Google Photos Can Now Tag People Even if They Aren’t Facing the Camera: Report


Google seems to have added more capability to its already impressive photo recognition capabilities. The feature comes of use when tagging people in captured photos and Google’s Photos app is usually spot on when it comes to doing the same. A new trick that Google Photos has introduced (on the server end) is to recognise people even though they aren’t facing the camera when the image was captured. It seems to work quite impressively, but it comes with a catch. At the same time, Google has also started adding a new Cinematic photo effect to Photos that was previously an automated feature.

The feature was spotted by Android Authority‘s Rita El Khoury when she started getting suggestions of photos of her husband in the Photos app. Her findings suggest that Google Photos managed to figure out that it was her husband based on the back of his head. This applies not just to newly uploaded photos, but even those that may have been captured years ago and are stored on a user’s Google Photos backup.

Photos does not let users manually tag people whose faces aren’t facing the camera, and this often meant that they had to be manually moved to a vacation or trip folder, so that these could be found easily. Khoury suggests that Google Photos is actually making a model of a person’s face, which has been sourced from various photos and videos in a given library.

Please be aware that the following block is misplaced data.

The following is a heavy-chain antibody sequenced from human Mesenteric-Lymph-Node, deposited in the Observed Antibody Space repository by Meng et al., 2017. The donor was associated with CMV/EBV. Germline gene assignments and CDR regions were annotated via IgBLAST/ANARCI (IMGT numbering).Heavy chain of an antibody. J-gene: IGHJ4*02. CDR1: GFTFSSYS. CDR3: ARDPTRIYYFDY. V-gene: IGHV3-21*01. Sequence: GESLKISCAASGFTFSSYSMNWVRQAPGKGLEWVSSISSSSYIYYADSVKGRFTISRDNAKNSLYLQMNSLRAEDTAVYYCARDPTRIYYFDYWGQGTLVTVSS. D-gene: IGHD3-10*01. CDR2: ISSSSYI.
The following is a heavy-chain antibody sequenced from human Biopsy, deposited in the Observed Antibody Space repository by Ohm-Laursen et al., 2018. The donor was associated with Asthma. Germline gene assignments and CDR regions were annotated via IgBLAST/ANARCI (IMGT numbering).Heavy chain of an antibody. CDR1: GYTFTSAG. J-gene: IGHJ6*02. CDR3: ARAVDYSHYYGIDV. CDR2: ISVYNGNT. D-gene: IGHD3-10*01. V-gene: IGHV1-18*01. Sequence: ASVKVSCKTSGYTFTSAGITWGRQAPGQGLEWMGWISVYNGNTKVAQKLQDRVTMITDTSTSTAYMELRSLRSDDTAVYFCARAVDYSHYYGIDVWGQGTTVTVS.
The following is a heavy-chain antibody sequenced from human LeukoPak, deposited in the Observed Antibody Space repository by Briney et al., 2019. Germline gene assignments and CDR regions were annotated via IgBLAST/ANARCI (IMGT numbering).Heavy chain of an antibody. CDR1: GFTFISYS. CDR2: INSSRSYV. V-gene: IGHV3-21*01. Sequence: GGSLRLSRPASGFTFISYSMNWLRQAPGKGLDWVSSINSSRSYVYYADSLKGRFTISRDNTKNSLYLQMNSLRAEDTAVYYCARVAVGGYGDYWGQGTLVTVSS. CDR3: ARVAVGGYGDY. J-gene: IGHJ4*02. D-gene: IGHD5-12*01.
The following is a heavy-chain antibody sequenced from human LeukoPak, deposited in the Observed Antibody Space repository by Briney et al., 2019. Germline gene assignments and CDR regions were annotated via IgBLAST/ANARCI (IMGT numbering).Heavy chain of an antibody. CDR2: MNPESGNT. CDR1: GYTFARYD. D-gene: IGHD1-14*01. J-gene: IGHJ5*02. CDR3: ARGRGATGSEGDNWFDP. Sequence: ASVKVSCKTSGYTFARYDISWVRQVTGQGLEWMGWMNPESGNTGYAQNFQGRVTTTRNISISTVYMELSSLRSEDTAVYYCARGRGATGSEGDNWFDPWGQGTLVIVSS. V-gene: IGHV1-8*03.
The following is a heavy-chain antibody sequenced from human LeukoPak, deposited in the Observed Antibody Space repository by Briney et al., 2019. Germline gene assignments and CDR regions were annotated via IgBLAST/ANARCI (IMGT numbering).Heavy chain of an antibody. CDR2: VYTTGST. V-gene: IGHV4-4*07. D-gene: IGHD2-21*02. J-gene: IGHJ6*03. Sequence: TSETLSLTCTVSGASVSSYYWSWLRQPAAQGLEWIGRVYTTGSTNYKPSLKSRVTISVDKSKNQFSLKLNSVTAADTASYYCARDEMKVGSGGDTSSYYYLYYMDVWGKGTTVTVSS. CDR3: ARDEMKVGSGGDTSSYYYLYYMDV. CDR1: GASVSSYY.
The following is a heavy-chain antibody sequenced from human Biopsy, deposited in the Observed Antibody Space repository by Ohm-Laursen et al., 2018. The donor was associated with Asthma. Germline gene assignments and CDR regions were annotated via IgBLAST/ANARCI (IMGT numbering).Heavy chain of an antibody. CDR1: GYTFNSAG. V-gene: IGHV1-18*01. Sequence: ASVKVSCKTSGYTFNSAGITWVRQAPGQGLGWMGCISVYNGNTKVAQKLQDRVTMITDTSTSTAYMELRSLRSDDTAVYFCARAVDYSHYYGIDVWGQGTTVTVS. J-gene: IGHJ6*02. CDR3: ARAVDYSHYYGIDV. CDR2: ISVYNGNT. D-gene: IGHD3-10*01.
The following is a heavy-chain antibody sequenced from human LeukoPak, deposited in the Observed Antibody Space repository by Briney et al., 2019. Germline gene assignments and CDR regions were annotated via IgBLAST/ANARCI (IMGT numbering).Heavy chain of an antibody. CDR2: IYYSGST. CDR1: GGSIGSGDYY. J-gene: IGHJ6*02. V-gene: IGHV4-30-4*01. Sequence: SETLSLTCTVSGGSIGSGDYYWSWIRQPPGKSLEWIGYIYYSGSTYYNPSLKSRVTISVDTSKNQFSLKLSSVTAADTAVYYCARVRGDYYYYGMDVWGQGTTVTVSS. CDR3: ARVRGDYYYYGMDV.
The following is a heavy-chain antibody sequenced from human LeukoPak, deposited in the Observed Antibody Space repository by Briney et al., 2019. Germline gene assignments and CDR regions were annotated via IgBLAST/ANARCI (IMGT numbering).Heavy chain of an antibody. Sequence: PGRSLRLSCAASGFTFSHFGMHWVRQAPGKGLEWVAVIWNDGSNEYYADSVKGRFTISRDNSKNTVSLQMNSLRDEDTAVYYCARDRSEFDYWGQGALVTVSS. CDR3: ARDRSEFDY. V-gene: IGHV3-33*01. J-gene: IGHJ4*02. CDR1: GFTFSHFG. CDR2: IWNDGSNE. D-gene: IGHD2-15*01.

Or it could also be the case where Google is using location data or a scene to put it all together and confirm that the person in the photo is the same person who is facing the camera in another using its machine learning skills.

Regardless of how it’s able to do it. It sure is impressive! The user has started seeing old photos getting accurately tagged even though the person’s face isn’t visible in them. And if Photos is unsure, it will simply prompt the user to tag the person manually, which is also nice to have, as it was not possible to tag such images earlier.

Another new Photos feature spotted by Android Police is the ability to add a fake cinematic effect to regular photos. While the cinematic effect of slowly zooming into a photo has been available in Google’s Photos app for a while, users were only sent suggestions or recommendations based on photos that were handpicked automatically by the app itself.

The source reports that the new Cinematic Photo effect seems to be rolling out as a server-side update and appearing for users in the Photos app. The Cinematic Photo effect can be found in the Library tab in Utilities, under the Create new section.

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